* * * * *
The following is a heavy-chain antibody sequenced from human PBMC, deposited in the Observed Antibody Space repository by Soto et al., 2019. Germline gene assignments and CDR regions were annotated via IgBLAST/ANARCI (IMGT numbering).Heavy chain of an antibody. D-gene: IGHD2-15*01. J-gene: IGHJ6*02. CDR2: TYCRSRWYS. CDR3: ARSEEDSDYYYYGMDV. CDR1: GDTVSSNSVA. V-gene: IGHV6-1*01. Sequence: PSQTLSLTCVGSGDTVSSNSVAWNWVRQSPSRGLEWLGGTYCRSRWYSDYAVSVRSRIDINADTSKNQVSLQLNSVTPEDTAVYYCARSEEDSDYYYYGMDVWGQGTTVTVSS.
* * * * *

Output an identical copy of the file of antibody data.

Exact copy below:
The following is a heavy-chain antibody sequenced from human PBMC, deposited in the Observed Antibody Space repository by Soto et al., 2019. Germline gene assignments and CDR regions were annotated via IgBLAST/ANARCI (IMGT numbering).Heavy chain of an antibody. D-gene: IGHD2-15*01. J-gene: IGHJ6*02. CDR2: TYCRSRWYS. CDR3: ARSEEDSDYYYYGMDV. CDR1: GDTVSSNSVA. V-gene: IGHV6-1*01. Sequence: PSQTLSLTCVGSGDTVSSNSVAWNWVRQSPSRGLEWLGGTYCRSRWYSDYAVSVRSRIDINADTSKNQVSLQLNSVTPEDTAVYYCARSEEDSDYYYYGMDVWGQGTTVTVSS.